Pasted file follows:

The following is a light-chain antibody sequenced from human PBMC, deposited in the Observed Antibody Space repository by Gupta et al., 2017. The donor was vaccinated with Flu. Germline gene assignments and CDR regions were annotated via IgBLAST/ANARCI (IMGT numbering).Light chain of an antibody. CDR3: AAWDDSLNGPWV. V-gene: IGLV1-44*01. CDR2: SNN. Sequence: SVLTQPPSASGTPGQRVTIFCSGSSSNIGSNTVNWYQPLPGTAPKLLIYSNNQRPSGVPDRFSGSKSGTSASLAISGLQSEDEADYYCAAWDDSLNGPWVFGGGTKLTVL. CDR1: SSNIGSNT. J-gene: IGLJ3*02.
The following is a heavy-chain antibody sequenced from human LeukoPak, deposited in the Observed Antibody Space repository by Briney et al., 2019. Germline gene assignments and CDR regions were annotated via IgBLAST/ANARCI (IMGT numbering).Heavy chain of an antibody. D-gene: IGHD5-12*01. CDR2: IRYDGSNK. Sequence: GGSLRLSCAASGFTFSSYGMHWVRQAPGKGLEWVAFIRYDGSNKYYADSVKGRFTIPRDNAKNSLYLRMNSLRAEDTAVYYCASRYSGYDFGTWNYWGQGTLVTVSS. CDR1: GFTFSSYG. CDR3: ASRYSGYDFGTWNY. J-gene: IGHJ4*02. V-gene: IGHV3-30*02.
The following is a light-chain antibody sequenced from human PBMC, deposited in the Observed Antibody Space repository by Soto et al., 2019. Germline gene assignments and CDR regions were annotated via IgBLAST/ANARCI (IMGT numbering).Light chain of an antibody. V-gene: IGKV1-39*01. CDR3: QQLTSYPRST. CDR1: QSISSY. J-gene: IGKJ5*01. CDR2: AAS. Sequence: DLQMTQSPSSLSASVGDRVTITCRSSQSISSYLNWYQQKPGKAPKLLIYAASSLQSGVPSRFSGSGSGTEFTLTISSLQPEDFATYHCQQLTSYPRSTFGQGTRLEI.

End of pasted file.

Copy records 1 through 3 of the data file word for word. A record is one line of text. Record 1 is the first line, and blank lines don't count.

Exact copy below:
The following is a light-chain antibody sequenced from human PBMC, deposited in the Observed Antibody Space repository by Gupta et al., 2017. The donor was vaccinated with Flu. Germline gene assignments and CDR regions were annotated via IgBLAST/ANARCI (IMGT numbering).Light chain of an antibody. CDR3: AAWDDSLNGPWV. V-gene: IGLV1-44*01. CDR2: SNN. Sequence: SVLTQPPSASGTPGQRVTIFCSGSSSNIGSNTVNWYQPLPGTAPKLLIYSNNQRPSGVPDRFSGSKSGTSASLAISGLQSEDEADYYCAAWDDSLNGPWVFGGGTKLTVL. CDR1: SSNIGSNT. J-gene: IGLJ3*02.
The following is a heavy-chain antibody sequenced from human LeukoPak, deposited in the Observed Antibody Space repository by Briney et al., 2019. Germline gene assignments and CDR regions were annotated via IgBLAST/ANARCI (IMGT numbering).Heavy chain of an antibody. D-gene: IGHD5-12*01. CDR2: IRYDGSNK. Sequence: GGSLRLSCAASGFTFSSYGMHWVRQAPGKGLEWVAFIRYDGSNKYYADSVKGRFTIPRDNAKNSLYLRMNSLRAEDTAVYYCASRYSGYDFGTWNYWGQGTLVTVSS. CDR1: GFTFSSYG. CDR3: ASRYSGYDFGTWNY. J-gene: IGHJ4*02. V-gene: IGHV3-30*02.
The following is a light-chain antibody sequenced from human PBMC, deposited in the Observed Antibody Space repository by Soto et al., 2019. Germline gene assignments and CDR regions were annotated via IgBLAST/ANARCI (IMGT numbering).Light chain of an antibody. V-gene: IGKV1-39*01. CDR3: QQLTSYPRST. CDR1: QSISSY. J-gene: IGKJ5*01. CDR2: AAS. Sequence: DLQMTQSPSSLSASVGDRVTITCRSSQSISSYLNWYQQKPGKAPKLLIYAASSLQSGVPSRFSGSGSGTEFTLTISSLQPEDFATYHCQQLTSYPRSTFGQGTRLEI.